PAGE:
Introduce your kids to these traditional games German children play and see if they don’t discover a new favorite. The rules are easy to follow and hearken back to simpler times. Play these as part of a larger theme party (complete with traditional German treats) or let them stand on their own.
In English, “Hit the Pot.” This is a traditional German game small children play. Hide a pot containing a small present or piece of chocolate. The child who is “It” closes his eyes or is blindfolded and is given a wooden stick. He crawls on the floor, banging the spoon on the floor until he finds the pot. Spectators can help by shouting “hot” or “cold." When he finds the pot, he gets to keep what is inside. The pot can be hidden again and the game replayed for remaining children.
This “chocolate eating” game is another traditional favorite. Wrap a bar of chocolate in several layers of newspaper and tie with ribbon. Place the chocolate in the center of a table along with a hat, scarf, mittens, fork and butter knife. Each player rolls the die once, trying for a six, and play proceeds clockwise. If a player rolls a six, he puts on the hat, scarf and mittens and attempts to open and eat the chocolate with the fork and knife until another player rolls six and takes over. This fast-paced game continues until all the chocolate is eaten.
Koffer packen means “Packing a suitcase.” Children sit in a circle and pretend to “pack” a suitcase. The first child says the first item (for example, pajamas). The second child says the first item and adds an item of her own. This continues around the circle with each child repeating the list and adding another item to the suitcase. If a child makes a mistake, she’s out. The last child remaining wins a treat.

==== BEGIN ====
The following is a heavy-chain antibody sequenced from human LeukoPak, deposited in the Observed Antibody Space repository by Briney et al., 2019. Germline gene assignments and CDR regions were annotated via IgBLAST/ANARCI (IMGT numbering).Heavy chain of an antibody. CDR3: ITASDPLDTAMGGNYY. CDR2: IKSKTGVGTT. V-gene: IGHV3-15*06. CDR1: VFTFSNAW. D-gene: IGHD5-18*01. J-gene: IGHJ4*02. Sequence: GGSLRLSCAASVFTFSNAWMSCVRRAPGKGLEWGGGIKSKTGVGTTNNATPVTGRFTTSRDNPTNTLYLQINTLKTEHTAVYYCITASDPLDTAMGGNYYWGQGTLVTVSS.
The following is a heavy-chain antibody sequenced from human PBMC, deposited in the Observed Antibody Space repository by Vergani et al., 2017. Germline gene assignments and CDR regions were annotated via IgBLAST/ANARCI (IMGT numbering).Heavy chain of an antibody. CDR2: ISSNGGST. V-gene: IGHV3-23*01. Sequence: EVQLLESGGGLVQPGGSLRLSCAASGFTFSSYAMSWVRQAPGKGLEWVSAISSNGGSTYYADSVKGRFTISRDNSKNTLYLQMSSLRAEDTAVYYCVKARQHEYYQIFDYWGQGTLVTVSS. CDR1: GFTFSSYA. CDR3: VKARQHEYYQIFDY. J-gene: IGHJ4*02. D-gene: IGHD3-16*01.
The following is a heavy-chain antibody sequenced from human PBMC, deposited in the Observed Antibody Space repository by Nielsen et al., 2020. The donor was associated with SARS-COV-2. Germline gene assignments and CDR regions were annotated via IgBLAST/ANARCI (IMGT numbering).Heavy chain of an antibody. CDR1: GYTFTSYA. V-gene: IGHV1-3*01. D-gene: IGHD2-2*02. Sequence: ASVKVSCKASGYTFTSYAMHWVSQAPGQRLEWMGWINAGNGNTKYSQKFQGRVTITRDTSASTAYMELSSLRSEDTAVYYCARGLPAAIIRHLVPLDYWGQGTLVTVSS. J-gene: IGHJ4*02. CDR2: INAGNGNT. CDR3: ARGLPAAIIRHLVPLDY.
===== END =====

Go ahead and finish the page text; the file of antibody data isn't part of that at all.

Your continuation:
Katz und Maus
The “cat and mouse” game is played by larger groups, typically on the playground. One player is Katz and the other is Maus. The rest of the children form a circle and hold hands. The cat tries to catch (touch) the mouse. The mouse can run anywhere, including into or out of the circle. The circle helps the mouse by raising their arms to let the mouse through, or lowering their arms to try to block the mouse.
German children also play familiar playground games such as hide and seek (“Verstecken”), kick the can ("Dosenfussball"), tag ("Fangen"), and hopscotch ("Hupfspiel").
Corrine Lee has more than 15 years of writing experience in Web content, commercial writing and creative writing. She's written for eHow, Dynamic Insights and published in magazines such as "Dollar Stretcher." She graduated from college with a degree in English-writing and a determination to use it.